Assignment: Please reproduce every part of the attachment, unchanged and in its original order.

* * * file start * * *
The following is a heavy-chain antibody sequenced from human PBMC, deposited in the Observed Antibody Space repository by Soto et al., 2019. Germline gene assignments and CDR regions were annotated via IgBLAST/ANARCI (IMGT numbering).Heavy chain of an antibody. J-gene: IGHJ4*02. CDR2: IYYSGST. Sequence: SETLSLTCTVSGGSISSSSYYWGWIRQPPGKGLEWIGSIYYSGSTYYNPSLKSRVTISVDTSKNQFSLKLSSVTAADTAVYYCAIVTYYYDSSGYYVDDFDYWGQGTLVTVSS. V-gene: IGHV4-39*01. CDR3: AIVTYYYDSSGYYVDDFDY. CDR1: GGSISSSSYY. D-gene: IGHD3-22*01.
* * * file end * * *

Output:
The following is a heavy-chain antibody sequenced from human PBMC, deposited in the Observed Antibody Space repository by Soto et al., 2019. Germline gene assignments and CDR regions were annotated via IgBLAST/ANARCI (IMGT numbering).Heavy chain of an antibody. J-gene: IGHJ4*02. CDR2: IYYSGST. Sequence: SETLSLTCTVSGGSISSSSYYWGWIRQPPGKGLEWIGSIYYSGSTYYNPSLKSRVTISVDTSKNQFSLKLSSVTAADTAVYYCAIVTYYYDSSGYYVDDFDYWGQGTLVTVSS. V-gene: IGHV4-39*01. CDR3: AIVTYYYDSSGYYVDDFDY. CDR1: GGSISSSSYY. D-gene: IGHD3-22*01.